Jonathan Kwan (@MigrationEthics) is the Inclusive Excellence Postdoctoral Fellow in Immigration Ethics with the Markkula Center for Applied Ethics. Views are his own.
In the public debate on immigration, the worry is frequently raised that increasing immigration will hurt the U.S. economy or take jobs away from American citizens. Moreover, these sorts of economic concerns about immigration are not only voiced by conservative anti-immigrant politicians but instead are a common refrain across the political aisle. Bernie Sanders, one of the most progressive and left-wing politicians on the national stage, once scoffed at the idea of open borders as a “Koch brothers proposal” because he saw immigration as depressing the wages of American workers (although, to be fair, his views have since changed). These fears about the damaging effects of immigration for the U.S. economy, however, are nowhere grounded in reality.
The consensus among economists is that increasing immigration is good for the U.S. economy:
- Unauthorized immigrants pay billions of dollars each year in taxes and would earn more and therefore pay more in taxes if they had some kind of legal status.
- Immigration raises the GDP, reduces the federal deficit, increases consumer buying power, and creates more jobs.
- Immigration raises incomes on average for native-born workers.
- As the population ages and birthrates decline, the U.S. will require more, not less immigration for economic growth and stability.
Recently on February 11, a group of over 60 economists wrote a letter to President Biden urging him to create a path to citizenship for unauthorized immigrants based on these sorts of arguments about how doing so would raise wages and productivity, create jobs, increase tax revenue, and lift many families out of poverty.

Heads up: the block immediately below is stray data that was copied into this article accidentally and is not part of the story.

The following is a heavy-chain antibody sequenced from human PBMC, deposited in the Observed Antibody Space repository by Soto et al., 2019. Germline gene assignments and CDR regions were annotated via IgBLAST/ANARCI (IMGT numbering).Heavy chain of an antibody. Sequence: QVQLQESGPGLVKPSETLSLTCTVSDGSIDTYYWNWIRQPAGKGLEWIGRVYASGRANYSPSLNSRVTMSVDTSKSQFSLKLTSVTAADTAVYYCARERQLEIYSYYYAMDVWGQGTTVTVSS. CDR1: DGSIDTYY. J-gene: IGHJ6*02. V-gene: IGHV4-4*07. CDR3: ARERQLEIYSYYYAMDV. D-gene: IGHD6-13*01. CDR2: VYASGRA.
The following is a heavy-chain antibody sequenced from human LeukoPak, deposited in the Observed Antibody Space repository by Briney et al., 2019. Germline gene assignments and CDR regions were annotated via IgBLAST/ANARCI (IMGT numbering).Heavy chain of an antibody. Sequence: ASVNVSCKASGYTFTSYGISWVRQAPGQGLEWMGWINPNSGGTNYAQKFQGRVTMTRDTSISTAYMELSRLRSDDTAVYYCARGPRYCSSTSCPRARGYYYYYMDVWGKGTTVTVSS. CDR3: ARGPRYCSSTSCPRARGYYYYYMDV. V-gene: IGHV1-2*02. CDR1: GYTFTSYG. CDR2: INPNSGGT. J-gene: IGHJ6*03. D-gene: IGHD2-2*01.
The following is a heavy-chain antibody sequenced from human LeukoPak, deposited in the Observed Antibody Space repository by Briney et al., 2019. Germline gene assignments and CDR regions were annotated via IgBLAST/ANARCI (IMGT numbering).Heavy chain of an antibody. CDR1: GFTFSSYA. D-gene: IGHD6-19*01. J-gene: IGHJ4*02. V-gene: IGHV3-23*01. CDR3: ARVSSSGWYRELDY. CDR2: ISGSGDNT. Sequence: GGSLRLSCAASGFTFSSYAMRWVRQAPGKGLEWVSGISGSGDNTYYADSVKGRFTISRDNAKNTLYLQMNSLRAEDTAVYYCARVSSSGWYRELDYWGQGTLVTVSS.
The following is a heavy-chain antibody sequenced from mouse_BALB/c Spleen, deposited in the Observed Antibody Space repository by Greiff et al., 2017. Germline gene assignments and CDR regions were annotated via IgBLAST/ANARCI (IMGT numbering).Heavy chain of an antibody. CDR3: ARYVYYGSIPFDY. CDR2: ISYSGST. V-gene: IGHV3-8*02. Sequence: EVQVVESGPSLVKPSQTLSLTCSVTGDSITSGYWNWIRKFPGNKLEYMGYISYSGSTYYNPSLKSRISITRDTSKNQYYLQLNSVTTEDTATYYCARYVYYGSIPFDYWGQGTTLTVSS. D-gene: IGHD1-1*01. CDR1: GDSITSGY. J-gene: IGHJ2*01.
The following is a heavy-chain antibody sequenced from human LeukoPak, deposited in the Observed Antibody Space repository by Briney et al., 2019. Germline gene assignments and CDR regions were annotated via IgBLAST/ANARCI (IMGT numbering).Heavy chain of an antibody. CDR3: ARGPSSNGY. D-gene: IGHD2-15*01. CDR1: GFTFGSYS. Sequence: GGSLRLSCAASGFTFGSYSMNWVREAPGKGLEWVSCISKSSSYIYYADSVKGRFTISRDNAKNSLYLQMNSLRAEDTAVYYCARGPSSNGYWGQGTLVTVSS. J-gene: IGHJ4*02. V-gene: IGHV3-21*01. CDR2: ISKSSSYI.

What are the ethical implications and lessons from these sorts of economic arguments in favor of increasing immigration? First, from a consequentialist or utilitarian perspective that focuses on producing the most good for the most people, it becomes obvious that immigration should be increased and that the issue should not be about whether to increase immigration but rather how to do so and to what extent. The public perception that immigration has negative economic consequences, instead of being based in fact, is more likely motivated by irrational fears about outsiders, which may, even at their worst, be manifestations (implicit or not) of racist biases. A consequentialist framework can help to remind us that objective and accurate assessments of the consequences not rooted in prejudice or ideology are crucial for determining which policy should be implemented.
These economic arguments, while an important corrective to frequently voiced false beliefs and ideologies, nonetheless have their limitations. Even setting aside the fact that economic consequences do not exhaust all the consequences for consideration, these kinds of economic arguments often end up taking on board the premise that immigration policy should be decided based on what is good for the nation. But this sort of nationalist framing primarily evaluates whether increasing immigration is beneficial for us, that is to say, American citizens and our economy. It does not take, as Alex Sager puts it, a migrant’s eye view of the world to consider how U.S. immigration policy might protect the interests of migrants, who are often more disadvantaged than American citizens or may even have claims of justice against the U.S. to be let in (e.g. refugees).
This is not to say that economic or consequentialist arguments could not theoretically take on a broader (even cosmopolitan) perspective to consider the interests of everyone and not just American citizens. They certainly can. Economic arguments, for instance, can point to how the migration of less skilled workers from poorer countries to richer countries can increase their wages tenfold or more. The caution I am voicing here is about the framing and use of economic arguments in favor of increasing immigration. Deployed in the right way, economic arguments have an important role to play in the immigration debate. However, we should remember that whether immigrants should be permitted to enter into the U.S., all things considered, should not be wholly or merely dependent on whether their migration brings in economic benefits. Economic benefits, after all, are contingent upon complex systems and circumstances and immigrants have moral claims and interests independent of economic consequences that themselves need to be taken into consideration.